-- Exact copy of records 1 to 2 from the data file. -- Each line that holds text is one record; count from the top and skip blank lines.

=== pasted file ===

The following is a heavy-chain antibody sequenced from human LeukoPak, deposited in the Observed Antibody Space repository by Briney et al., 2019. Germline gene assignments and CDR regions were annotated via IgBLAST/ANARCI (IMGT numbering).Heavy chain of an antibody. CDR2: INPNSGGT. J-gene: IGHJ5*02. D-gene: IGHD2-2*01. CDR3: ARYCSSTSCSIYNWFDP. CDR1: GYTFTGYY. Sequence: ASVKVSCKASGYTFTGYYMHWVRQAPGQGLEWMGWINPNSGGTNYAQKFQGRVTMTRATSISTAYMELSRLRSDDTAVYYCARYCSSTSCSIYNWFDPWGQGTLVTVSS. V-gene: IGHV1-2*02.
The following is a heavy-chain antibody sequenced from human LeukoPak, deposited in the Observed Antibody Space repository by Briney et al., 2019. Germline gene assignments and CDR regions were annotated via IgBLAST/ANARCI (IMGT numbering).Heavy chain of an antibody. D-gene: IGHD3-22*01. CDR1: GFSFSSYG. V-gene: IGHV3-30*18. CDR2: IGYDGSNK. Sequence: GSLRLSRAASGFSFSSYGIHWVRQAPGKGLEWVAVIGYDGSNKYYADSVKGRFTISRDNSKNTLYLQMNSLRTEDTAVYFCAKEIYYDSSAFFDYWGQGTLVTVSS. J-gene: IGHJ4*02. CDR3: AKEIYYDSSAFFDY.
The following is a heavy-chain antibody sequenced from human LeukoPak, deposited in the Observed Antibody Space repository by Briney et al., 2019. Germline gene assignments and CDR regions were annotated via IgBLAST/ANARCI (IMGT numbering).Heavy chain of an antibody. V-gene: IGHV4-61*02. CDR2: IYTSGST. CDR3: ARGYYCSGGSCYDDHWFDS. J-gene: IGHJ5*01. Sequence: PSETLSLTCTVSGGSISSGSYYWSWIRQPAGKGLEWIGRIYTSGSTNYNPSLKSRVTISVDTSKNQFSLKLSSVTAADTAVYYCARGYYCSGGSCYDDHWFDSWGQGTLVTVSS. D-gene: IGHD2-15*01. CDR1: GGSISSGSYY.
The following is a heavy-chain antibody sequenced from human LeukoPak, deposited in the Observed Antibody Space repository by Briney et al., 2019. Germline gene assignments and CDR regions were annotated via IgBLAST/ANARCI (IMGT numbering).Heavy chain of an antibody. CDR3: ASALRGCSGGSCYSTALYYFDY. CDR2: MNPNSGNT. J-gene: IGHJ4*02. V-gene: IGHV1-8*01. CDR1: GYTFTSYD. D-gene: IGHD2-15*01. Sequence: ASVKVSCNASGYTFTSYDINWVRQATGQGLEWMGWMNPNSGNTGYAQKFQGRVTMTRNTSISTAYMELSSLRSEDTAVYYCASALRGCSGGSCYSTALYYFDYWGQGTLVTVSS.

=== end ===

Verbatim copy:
The following is a heavy-chain antibody sequenced from human LeukoPak, deposited in the Observed Antibody Space repository by Briney et al., 2019. Germline gene assignments and CDR regions were annotated via IgBLAST/ANARCI (IMGT numbering).Heavy chain of an antibody. CDR2: INPNSGGT. J-gene: IGHJ5*02. D-gene: IGHD2-2*01. CDR3: ARYCSSTSCSIYNWFDP. CDR1: GYTFTGYY. Sequence: ASVKVSCKASGYTFTGYYMHWVRQAPGQGLEWMGWINPNSGGTNYAQKFQGRVTMTRATSISTAYMELSRLRSDDTAVYYCARYCSSTSCSIYNWFDPWGQGTLVTVSS. V-gene: IGHV1-2*02.
The following is a heavy-chain antibody sequenced from human LeukoPak, deposited in the Observed Antibody Space repository by Briney et al., 2019. Germline gene assignments and CDR regions were annotated via IgBLAST/ANARCI (IMGT numbering).Heavy chain of an antibody. D-gene: IGHD3-22*01. CDR1: GFSFSSYG. V-gene: IGHV3-30*18. CDR2: IGYDGSNK. Sequence: GSLRLSRAASGFSFSSYGIHWVRQAPGKGLEWVAVIGYDGSNKYYADSVKGRFTISRDNSKNTLYLQMNSLRTEDTAVYFCAKEIYYDSSAFFDYWGQGTLVTVSS. J-gene: IGHJ4*02. CDR3: AKEIYYDSSAFFDY.